In contrast the husband of a reigning queen is usually not called "king consort," although this was more common in the past; rather, he is popularly called "prince consort". In the British system, a male consort does not automatically receive the title of "prince" until he is so created by the sovereign.
In general the consorts of monarchs have no constitutional status or power; they have merely the title, though many do have influence over their husband or wife, whether their power is official or not.
There are a few cases in which a married couple ruled a kingdom jointly: Ferdinand II of Aragon and his wife Isabella, in her own right Isabella I of Castile, ruled their kingdoms as one dominion. Ferdinand was also called Ferdinand V of Castile. However, the two kingdoms would not be de jure united until the monarchs' grandson Charles V, Holy Roman Emperor, acceded to both thrones as Charles I of Spain.
The daughter of James II of England, Mary Stuart (Mary II of England), married her first cousin, William of Orange (William III of England). Although James II had a son (James Francis Edward Stuart) from his second wife, Mary of Modena, the prospect of a prolonged pro-Catholic monarchy was distasteful to many Protestants. A group of Whig and Tory conspirators "invited" William to invade England in order to dethrone James II. After James fled the country, Parliament was forced to offer the crown to William and Mary jointly, as neither would accept Mary ascending alone. Mary and William were made co-monarchs by Parliament. William ruled alone after Mary's death when the future Queen Anne deferred her claims.
There have also been a number of cases when the queen consort of a deceased king (the Queen Dowager or Queen Mother) had served as regent while her child, the heir to the throne, was still a minor—for example, Catherine de Medici and Marie de Medici in France, or, more recently, Queen Maria Christina of Spain.
Besides these examples, there have been many cases of queens consort being shrewd stateswomen and, albeit unofficially, being among the king's major advisors. In some cases, the queen consort has been the chief power behind the throne; example Henrietta Maria.
A notable exception to this rule is that of Camilla, Duchess of Cornwall, wife of Charles, Prince of Wales. It was announced that, in the event of Charles's ascent to the British throne, Camilla would assume the title of Princess Consort, not Queen Consort (although the legality of this under existing statutes has been called into question).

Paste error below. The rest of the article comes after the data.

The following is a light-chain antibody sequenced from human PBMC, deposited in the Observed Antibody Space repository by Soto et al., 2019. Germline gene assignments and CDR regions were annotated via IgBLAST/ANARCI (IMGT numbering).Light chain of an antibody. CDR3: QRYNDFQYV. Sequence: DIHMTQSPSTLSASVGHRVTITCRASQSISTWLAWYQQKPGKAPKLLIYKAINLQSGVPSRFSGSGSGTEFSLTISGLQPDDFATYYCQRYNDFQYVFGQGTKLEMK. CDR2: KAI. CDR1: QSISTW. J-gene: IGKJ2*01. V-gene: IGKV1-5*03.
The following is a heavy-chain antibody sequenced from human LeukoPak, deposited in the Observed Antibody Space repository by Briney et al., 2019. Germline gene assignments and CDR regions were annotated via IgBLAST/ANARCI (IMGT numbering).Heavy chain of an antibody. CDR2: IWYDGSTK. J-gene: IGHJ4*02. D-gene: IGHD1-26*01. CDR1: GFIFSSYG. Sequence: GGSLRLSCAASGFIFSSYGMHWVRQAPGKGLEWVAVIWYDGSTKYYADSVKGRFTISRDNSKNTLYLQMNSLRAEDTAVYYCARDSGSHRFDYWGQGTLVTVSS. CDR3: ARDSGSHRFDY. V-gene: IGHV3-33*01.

Similarly, the wife of an emperor is an empress consort. Apart from being higher in rank than a queen consort (since an emperor precedes a king), it is much the same position - an empress consort is still an empress by virtue of marriage alone, does not hold any concrete constitutional power, and becomes an empress dowager or empress mother should her husband die before her, just as a queen consort would become queen dowager or queen mother. The wife of a King-Emperor is a queen-empress consort - again, apart from status, her role does not differ from that of an empress consort or queen consort.
Examples of queens consort
Past Queens Consort:
- Queen Mary, consort of King George V of the United Kingdom
- Queen Alexandra, consort of King Edward VII of the United Kingdom
- Queen Maria José, consort of King Umberto II of Italy
- Tsaritsa Ioanna, consort of Tsar Boris III of Bulgaria
- Queen Fawzia, consort of Mohammad Reza Shah of Persia
Present Queens Consort:
- Queen Paola, consort of King Albert II of the Belgians
- Queen Rania, consort of king Abdullah II of Jordan
- Queen Silvia, consort of King Carl XVI Gustaf of Sweden
- Queen Sofia, consort of King Juan Carlos I of Spain
- Queen Sonja, consort of King Harald V of Norway
- Queen Sirikit, consort of King Bhumibol of Thailand
Because queens consort lack an ordinal with which to distinguish between them, many historical texts and encyclopedias refer to deceased consorts by their pre-marital or maiden name or title, not by their marital royal title.